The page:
Common Table Expressions Are Not Tables

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There’s power in naming things. Supposedly some types of magic are even based on knowing the correct names for things. The name for the T-SQL clause Common Table Expression (CTE) is actually pretty accurate. It’s an expression that looks like a table and can be used in common across the entire query (at least I think that’s what the common part refers to). But note, I didn’t say it was a table. It’s not. It’s an expression. If you look at the T-SQL definition at the link, it refers to a “temporary” result set. Now, to a lot of people, that means table. But it isn’t. Let’s look at this in more detail.

Here’s a query that defines a simple CTE and then uses it to query the date in the next T-SQL statement:

If we run this, we get the following execution plan:


Let’s not worry about the plan for the moment. Instead, I want to look at a couple of more queries:

Three, nominally, different queries. Yet, if you run these queries, all of them return exactly the same data and all of them have exactly the same execution plan. That’s right, the CTE didn’t change the way that SQL Server derived these queries in any way. Nor would it. That’s because, the CTE is absolutely not a table. It’s an expression.

That name appears to hold magic. We see the word table and we think “Tables, I know all about them” and we proceed to start treating our CTEs as if they were tables, but they’re not. And Microsoft’s definition is completely accurate, if maybe just a touch misleading. These are not tables we’re dealing with when we work with Common Table Expressions.

Let’s look at the difference:

These two queries are using table objects, a table valued parameter and a temporary table. The execution plans are decidedly different from the one above and each other:


Interesting enough it chose to do a Merge instead of the Nested Loops and ordered the table scan to accomplish it. Yet, that query runs faster and has less reads than all the others… As long as you don’t count the time to load the temporary table. Then it just doesn’t work as well as the others, at all. Speaking of execution times, the first three queries all had exactly 27 reads and, within some variations, ran in about 30ms on my system. Anyway, query tuning is not the point of the discussion.

You can see the differences in the execution plans that you get between an expression, a CTE, and actual temporary storage, either table variables or temporary tables. Yet, you can also see that the CTE, an expression, just an expression, was resolved in the exact same way as the derived table and the simple JOIN. In short, a common table expression is not a table. Absolutely not. It’s an expression.

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  • Erik

    You should note that if you join a CTE to itself, it will execute the expression again. I learned that recently and… regretted some past choices.

    The execution plan for this will show two scans.

    WITH c1
    AS ( SELECT [ProductID] ,
    [Name] ,
    FROM [Production].[Product]
    SELECT ca.ProductID ,
    ca.Name ,
    FROM c1 ca
    JOIN c1 cb ON cb.ProductID = ca.ProductID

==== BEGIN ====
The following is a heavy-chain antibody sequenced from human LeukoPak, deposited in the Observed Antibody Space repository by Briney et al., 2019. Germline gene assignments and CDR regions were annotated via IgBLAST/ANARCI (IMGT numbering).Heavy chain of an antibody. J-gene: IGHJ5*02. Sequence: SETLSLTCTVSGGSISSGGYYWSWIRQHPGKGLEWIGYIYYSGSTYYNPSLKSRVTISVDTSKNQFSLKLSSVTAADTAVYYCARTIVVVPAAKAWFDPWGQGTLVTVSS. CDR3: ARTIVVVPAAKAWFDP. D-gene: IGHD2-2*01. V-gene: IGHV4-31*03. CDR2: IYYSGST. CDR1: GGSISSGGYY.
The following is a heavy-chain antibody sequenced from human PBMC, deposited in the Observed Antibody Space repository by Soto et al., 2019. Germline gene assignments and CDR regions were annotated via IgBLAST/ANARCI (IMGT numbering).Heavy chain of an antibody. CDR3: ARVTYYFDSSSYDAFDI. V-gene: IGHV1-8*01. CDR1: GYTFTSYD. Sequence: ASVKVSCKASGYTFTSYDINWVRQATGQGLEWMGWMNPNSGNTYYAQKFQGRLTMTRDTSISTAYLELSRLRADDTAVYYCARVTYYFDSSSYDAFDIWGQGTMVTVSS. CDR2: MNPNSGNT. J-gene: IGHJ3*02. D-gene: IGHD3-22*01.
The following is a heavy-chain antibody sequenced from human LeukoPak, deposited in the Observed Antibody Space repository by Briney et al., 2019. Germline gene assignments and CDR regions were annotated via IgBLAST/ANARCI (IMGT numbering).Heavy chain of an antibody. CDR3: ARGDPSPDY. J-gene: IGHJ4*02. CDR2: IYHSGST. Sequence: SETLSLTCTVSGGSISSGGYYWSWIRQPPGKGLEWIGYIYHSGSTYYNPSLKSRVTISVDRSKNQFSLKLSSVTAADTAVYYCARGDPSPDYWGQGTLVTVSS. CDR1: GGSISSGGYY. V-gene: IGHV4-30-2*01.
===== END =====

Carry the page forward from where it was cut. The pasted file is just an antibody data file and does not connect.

• Oh yeah, absolutely. I wasn’t getting into what happens with recursion and multiple references. But, it’s still not a table. It’s just two queries instead of just one. Fine if that’s what you need. Horrible if you thought you were joining two tables together.

  • Erik

    Exactly, and I think that’s a good demonstration of why they’re not tables. You don’t have to populate a temp table twice to join to it, nor can you say that three times fast with any measure of comfort.

  • Joe Celko

    It is worth a mention that in other SQL products, a CTE might be materialized if the optimizer sees that it is used more than once or would have some other advantage.

  • Koen Verbeeck

    > A view is just a query so…

    Yeah, but the metadata of the view is explicitly stored in the database (sorry sorry, I know being pedantic is frowned upon 😉

    What I like (or find curious) is that you can “update” a CTE. Something like:

    WITH CTE_BaseTable AS
    (SELECT ProductName, Color FROM dbo.Products)
    UPDATE CTE_BaseTable
    SET Color = ‘Red’
    WHERE ProductName = ‘Gate’;

  • Curt Coker

    The timeliness of this post on today is amazing. Yesterday I was thinking that there should be an enhancement to ANSI SQL language that allows the SQL developer to specify when to materialize/cache a CTE. It would look something like:
    WITH cte_name (col_list) AS CACHED (SELECT col_list FROM table_name)
    This would basically tell the plan generator, “do this SELECT first, put it in a temp table, use the result set in the rest of the query, and then destroy the temp table.” No muss, no fuss. Only caveat is that I am giving up the ability to declare a PK or create an index, but maybe that is another enhancement.

  • Sam


    Surely you just mean temporary tables but with MORE typing and no possibility of using the same cached data in more than one query?
    The only benefit I can see is that it would be all wrapped up in a single query.

    SELECT col_list INTO #cte_name FROM table_name
    (Add index, PK etc…)
    DROP TABLE #cte_name

  • Curt Coker


    If you use a CTE then by definition you don’t want re-use. Part of the appeal of a CTE is limited scope and lack of persistence (e.g. no DROP TABLE to worry about). When it is more appropriate to use a temp table then use a temp table.

OK, fine, but what do you think?